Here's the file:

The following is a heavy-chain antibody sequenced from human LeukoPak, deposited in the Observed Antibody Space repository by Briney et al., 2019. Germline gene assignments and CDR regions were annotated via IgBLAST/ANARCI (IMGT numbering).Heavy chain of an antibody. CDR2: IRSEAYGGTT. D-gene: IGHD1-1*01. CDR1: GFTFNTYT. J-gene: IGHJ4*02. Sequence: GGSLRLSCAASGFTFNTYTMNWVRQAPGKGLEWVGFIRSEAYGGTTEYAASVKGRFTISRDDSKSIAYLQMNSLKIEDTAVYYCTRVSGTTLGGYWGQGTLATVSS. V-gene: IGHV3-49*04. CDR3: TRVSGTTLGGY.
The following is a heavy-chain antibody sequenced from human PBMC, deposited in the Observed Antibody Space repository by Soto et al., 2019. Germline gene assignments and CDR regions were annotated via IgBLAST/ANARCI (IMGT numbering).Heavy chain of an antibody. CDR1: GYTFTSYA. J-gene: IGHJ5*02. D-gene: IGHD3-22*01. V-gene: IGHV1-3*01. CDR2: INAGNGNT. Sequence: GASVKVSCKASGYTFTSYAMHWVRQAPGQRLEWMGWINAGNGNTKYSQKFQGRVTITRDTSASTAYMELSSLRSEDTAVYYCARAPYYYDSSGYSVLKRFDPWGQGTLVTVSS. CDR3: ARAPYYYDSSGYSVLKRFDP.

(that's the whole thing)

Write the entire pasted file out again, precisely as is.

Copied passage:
The following is a heavy-chain antibody sequenced from human LeukoPak, deposited in the Observed Antibody Space repository by Briney et al., 2019. Germline gene assignments and CDR regions were annotated via IgBLAST/ANARCI (IMGT numbering).Heavy chain of an antibody. CDR2: IRSEAYGGTT. D-gene: IGHD1-1*01. CDR1: GFTFNTYT. J-gene: IGHJ4*02. Sequence: GGSLRLSCAASGFTFNTYTMNWVRQAPGKGLEWVGFIRSEAYGGTTEYAASVKGRFTISRDDSKSIAYLQMNSLKIEDTAVYYCTRVSGTTLGGYWGQGTLATVSS. V-gene: IGHV3-49*04. CDR3: TRVSGTTLGGY.
The following is a heavy-chain antibody sequenced from human PBMC, deposited in the Observed Antibody Space repository by Soto et al., 2019. Germline gene assignments and CDR regions were annotated via IgBLAST/ANARCI (IMGT numbering).Heavy chain of an antibody. CDR1: GYTFTSYA. J-gene: IGHJ5*02. D-gene: IGHD3-22*01. V-gene: IGHV1-3*01. CDR2: INAGNGNT. Sequence: GASVKVSCKASGYTFTSYAMHWVRQAPGQRLEWMGWINAGNGNTKYSQKFQGRVTITRDTSASTAYMELSSLRSEDTAVYYCARAPYYYDSSGYSVLKRFDPWGQGTLVTVSS. CDR3: ARAPYYYDSSGYSVLKRFDP.